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- E.B. White's Favorite Cocktail and Nietzsche's Bipolar Relationship with Risotto
Sarah Coates of the Sugar Hit shares her tips for eating and cooking cheaply.
Here, the blogs you should be reading right now with recipes and tips from their creators.
The blog: Pop Art lover Sarah Coates writes the Sugar Hit from Brisbane, Australia, where she talks about food that doesn’t bore her. “If you see a choc-chipper recipe on my site, know that it has been tricked out, probably with brown butter, maybe hazelnuts, maybe sea salt, and definitely with as much chocolate as is humanly possible. I love to eat (no surprises there) but I also like to try to bring something new to what I cook. So for me that means homemade drumsticks with pretzel–flavored ice cream, blueberry pancake granola or churros with salty peanut sugar. Flavors that we all know and love, but combined or presented in a new way.”
Here are five tricks she’s developed for eating well while living cheaply:
1. Bake at home. Often the most expensive items on any grocery list are those that come in boxes and cartons and packages; as soon as you cut those out, you’re better off. Cookies, cakes, granola—make it yourself and you’ll save money and almost certainly end up with something way tastier.
2. Eat less meat. Meat is expensive, especially if you’re trying to buy organic or ethically raised meat, which is nonnegotiable for me. The best solution to this problem is simply to eat less of it. There are so many amazing meat–free food cultures around the world, as soon as you start tapping into those, you certainly won’t feel like you’re missing out. Falafel pita, anyone?
3. Buy in season. I’m sure this is well known by now, but it definitely bears repeating. Fruit and vegetables in season [editor’s note: other than ramps, heirloom tomatoes or other trendy produce sold in New York City] are cheaper. Plus, they’re better quality and they last longer. There’s no downside.
4. Try to waste less. Food waste is a ridiculously humungous problem in the world right now. A lot of that happens well before food even reaches our homes, but it’s still something to think about. If at the end of every fortnight you find yourself throwing out an identical bunch of truly limp carrots, scratch them off the grocery list. Think about using what you have in the house instead of ducking out for that extra ingredient. Don’t throw out your leftovers. I love leftovers. Send them to me.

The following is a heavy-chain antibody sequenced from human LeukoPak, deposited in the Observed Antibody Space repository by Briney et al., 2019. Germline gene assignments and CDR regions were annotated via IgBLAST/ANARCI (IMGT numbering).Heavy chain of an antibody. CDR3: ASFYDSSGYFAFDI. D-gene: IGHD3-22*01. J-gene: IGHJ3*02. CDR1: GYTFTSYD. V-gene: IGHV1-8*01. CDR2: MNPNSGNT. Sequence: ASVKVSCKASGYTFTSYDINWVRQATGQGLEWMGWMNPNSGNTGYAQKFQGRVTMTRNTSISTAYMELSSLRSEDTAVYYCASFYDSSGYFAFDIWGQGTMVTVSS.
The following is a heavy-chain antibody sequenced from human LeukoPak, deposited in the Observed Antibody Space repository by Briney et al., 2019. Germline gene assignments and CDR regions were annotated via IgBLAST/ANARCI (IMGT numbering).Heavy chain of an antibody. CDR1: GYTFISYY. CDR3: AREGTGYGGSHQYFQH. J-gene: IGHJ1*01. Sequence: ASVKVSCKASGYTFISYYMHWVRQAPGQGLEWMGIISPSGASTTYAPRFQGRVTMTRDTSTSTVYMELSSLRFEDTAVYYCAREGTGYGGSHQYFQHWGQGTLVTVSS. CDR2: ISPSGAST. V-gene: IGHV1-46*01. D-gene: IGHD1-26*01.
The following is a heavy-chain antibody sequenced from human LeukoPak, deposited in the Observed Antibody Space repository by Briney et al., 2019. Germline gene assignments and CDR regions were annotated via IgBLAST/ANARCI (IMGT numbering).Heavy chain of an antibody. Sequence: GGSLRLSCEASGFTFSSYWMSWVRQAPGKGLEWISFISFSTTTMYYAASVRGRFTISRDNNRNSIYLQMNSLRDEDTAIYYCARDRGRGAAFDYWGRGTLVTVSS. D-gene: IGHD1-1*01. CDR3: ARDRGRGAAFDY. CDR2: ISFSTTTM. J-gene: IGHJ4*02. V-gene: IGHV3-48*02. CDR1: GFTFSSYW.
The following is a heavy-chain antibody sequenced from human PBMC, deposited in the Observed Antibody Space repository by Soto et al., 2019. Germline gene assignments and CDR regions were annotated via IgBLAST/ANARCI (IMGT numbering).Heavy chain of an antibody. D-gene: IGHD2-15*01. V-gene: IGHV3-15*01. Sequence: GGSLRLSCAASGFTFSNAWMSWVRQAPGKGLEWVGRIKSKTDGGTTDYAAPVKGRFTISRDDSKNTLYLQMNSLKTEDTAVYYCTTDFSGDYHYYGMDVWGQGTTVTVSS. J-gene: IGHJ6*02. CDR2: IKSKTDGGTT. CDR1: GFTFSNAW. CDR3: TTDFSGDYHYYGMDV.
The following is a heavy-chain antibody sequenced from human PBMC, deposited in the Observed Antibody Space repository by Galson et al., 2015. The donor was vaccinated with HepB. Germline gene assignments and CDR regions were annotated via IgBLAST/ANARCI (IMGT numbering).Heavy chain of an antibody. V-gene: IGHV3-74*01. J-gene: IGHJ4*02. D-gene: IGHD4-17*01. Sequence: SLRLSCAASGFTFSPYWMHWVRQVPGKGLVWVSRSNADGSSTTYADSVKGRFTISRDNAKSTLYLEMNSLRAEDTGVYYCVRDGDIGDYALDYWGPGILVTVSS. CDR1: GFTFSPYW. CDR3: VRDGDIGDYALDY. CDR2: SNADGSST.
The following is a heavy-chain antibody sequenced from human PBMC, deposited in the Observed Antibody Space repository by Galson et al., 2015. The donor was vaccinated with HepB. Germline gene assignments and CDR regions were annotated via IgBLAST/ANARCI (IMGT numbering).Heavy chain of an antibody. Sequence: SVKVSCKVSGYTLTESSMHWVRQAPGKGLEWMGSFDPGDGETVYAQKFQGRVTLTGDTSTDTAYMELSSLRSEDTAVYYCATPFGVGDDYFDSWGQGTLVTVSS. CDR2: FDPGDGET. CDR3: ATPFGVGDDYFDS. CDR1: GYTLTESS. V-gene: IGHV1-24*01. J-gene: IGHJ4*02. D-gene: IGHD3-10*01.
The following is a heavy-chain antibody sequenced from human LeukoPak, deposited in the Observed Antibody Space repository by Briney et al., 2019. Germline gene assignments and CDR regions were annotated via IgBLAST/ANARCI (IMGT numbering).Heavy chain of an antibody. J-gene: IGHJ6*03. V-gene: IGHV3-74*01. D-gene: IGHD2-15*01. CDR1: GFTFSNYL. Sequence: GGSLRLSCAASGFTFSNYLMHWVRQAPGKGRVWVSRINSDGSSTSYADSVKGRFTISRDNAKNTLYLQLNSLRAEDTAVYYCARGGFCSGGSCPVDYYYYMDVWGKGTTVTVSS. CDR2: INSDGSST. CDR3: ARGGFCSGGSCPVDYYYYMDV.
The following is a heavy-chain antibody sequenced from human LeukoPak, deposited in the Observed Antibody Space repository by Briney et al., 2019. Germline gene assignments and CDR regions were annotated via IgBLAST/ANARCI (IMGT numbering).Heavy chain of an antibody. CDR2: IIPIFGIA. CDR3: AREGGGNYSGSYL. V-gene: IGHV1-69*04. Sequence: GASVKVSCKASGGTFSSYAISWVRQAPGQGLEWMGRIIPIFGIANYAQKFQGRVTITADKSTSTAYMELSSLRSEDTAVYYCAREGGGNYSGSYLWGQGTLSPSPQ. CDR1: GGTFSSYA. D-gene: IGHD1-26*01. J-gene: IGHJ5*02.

5. Don’t overthink it. The best damn thing you’ll ever eat is a totally ripe peach still warm from the sun, and that’ll probably cost you less than $1. You don’t need to spend a lot money to eat well.
Sarah’s favorite blogs of the moment: “For sheer style and a new way of thinking about food, I love Dine x Design. Hungry Girl Por Vida, Girl Versus Dough, Take a Megabite, Blogging Over Thyme and Sift & Whisk all do incredibly creative, original work that never ceases to inspire me. I love to read SugarHero, because she creates things I never could. Wit & Vinegar is absolutely hilarious, and Billy is very left of field with his recipes, which I love. Crepes of Wrath, because I like to live a cool New York life vicariously through Sidney; Top with Cinnamon because Izy’s raw talent speaks for itself. And Erika Rax, because she’s got stacks on stacks on stacks of style. Also, Joy the Baker, because she’s Joy the Baker.”
Kristin Donnelly is a former Food & Wine editor and author of the forthcoming The Modern Potluck (Clarkson Potter, 2016). She is also the cofounder of Stewart & Claire, an all-natural line of lip balms made in Brooklyn.